Turnaround, is also important. “Entrepreneurs will often come to a contract manufacturer with an idea for a product, but no idea how to produce the product,” Bath said. “They may at first turn to a manufacturer in China or Mexico, but with different cultures, business practices and other obstacles, it can hold up turnaround times, which is frustrating for everyone. A good contract manufacturer will hear your idea, work to find any weaknesses in the concept, and then turn it around quickly.
Outsourcing is a growing market that requires continuous investments in order to stay on top of the competition. “We make constant efforts to raise our high safety standards even further,” Schindler said. “When new requirements come into force we invest in technology that conforms to these standards. Last year, for instance, we have installed a modern double-head system to increase filling capacities and to fulfill growing demand from the food and nutraceuticals industries.
“Moreover, label and shipping regulations are highly complex. We can help customers with our detailed knowledge of labeling and shipping regulations. We offer best practice recommendations based on our international trade expertise, advice on regulatory requirement details, assistance in getting products registered in the U.S. and abroad, as well as support for procuring export permits, certificates of free sale and international trade certificates.”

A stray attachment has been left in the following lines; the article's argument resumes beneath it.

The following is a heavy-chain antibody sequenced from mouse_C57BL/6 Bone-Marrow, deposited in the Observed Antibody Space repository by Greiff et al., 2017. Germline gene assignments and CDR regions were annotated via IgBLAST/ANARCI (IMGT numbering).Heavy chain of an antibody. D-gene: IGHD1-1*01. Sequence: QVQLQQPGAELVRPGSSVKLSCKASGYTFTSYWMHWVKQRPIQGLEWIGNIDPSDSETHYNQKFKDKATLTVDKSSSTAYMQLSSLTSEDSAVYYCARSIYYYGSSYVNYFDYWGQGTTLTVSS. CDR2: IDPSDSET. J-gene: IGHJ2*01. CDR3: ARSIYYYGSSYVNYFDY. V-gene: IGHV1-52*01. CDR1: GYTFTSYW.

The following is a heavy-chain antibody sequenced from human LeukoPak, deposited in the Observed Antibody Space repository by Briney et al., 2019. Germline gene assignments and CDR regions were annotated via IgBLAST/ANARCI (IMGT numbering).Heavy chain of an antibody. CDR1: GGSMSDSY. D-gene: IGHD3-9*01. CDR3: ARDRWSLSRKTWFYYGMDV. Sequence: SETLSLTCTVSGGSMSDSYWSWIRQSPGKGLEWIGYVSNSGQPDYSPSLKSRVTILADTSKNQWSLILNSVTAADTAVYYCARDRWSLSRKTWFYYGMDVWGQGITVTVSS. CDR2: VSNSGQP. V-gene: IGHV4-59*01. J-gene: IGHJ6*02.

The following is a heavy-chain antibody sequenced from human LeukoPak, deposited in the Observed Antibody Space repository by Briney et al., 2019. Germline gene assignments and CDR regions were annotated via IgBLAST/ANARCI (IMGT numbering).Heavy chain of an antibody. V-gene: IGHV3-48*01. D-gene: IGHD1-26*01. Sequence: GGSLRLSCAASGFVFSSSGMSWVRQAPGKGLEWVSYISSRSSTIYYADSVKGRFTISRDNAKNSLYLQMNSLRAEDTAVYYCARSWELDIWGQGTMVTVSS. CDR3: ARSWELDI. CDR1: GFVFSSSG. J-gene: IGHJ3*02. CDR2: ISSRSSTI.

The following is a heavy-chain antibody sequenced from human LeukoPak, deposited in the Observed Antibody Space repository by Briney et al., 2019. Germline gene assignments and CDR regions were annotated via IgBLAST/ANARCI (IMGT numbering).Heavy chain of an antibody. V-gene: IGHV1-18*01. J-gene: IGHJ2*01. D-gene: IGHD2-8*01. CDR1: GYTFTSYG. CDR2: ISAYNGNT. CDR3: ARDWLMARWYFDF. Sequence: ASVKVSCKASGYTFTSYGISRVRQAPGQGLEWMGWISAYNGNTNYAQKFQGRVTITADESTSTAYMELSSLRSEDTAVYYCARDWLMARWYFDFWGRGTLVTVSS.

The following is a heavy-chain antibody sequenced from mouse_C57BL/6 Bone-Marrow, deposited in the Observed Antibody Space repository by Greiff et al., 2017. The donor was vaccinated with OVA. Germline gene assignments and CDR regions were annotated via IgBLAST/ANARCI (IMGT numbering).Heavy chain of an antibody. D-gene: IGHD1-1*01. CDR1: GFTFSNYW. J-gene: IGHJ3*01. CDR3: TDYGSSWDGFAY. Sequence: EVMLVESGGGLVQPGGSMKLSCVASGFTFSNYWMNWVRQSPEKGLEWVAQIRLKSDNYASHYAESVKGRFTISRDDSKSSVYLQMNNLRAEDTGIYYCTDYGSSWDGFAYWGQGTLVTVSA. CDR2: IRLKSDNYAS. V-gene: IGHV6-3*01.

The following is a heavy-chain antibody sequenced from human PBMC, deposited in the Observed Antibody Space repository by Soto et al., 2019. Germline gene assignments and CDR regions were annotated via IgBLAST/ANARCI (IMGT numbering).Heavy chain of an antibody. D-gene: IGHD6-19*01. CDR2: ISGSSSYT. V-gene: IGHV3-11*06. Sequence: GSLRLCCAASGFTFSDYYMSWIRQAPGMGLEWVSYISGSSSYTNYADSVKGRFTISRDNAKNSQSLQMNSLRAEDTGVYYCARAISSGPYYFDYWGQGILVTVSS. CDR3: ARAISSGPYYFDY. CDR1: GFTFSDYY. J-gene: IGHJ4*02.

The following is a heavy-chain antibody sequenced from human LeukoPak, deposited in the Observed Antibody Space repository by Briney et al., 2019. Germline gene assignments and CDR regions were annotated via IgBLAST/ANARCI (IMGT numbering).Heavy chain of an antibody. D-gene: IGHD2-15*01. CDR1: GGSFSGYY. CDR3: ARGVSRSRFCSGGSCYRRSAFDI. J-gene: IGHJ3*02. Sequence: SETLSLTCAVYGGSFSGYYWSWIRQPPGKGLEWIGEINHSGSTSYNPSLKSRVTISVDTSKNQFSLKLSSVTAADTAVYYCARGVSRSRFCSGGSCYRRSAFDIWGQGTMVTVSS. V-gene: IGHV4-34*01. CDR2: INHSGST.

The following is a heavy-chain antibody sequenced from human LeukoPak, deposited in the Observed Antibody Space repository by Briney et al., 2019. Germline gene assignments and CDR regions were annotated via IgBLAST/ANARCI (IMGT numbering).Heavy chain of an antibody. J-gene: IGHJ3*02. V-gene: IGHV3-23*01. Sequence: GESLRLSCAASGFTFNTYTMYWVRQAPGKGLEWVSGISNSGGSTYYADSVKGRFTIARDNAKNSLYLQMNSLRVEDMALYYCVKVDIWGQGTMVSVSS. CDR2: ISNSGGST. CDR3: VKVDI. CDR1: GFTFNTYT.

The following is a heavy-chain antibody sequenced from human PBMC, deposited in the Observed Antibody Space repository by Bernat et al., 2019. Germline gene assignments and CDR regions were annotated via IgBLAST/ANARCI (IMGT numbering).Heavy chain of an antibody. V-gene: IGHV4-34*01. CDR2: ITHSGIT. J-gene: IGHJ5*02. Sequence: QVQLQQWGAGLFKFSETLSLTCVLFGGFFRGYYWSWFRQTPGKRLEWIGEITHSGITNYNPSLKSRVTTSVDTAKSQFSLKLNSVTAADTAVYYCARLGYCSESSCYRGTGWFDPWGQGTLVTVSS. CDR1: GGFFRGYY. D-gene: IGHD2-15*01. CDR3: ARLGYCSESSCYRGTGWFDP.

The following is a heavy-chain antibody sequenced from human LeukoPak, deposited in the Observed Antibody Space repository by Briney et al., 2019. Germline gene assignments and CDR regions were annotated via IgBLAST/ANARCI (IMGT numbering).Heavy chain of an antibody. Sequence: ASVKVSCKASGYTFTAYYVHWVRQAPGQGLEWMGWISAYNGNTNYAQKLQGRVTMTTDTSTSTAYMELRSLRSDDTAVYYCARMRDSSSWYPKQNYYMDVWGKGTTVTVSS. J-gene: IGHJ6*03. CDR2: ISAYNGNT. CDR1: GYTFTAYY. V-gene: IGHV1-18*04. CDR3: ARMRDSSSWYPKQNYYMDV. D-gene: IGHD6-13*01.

ACD has also seen an expansion of services, according to Cabot. “Our product capability has increased, which allows more time with equipment and understanding certain processes to produce the highest quality products. To maintain and assure the best product available, ACD implemented a full process R&D team. This team assures consistent products by means of testing and monitoring thoughout the entire product campaign.”
At Biovation Labs, in the wake of more complex product formulations, and the desire customers have to develop cutting edge products, the company has added piloting programs. “We take customers through product formulation and the product piloting process to get the product on the machinery and verify it all works the way it should to meet their vision,” Bath said. “Every product that comes in needs to have some kind of fine-tuning to get it right for production, and a good manufacturer will work to make the product run as efficiently as possible. Following the pilot phase, we work with the product to increase efficiencies, and ensure it can run well on our high speed machinery so it can be produced at the quality and quantity required.”
The company is always looking at how to bring on new packaging and product form factors. “In the past, we have predominantly been a capsule/tablet company, but we are adding different areas to expand into new, interesting and unique form factors—as well as working to create additional packaging options for our customers,” Bath noted.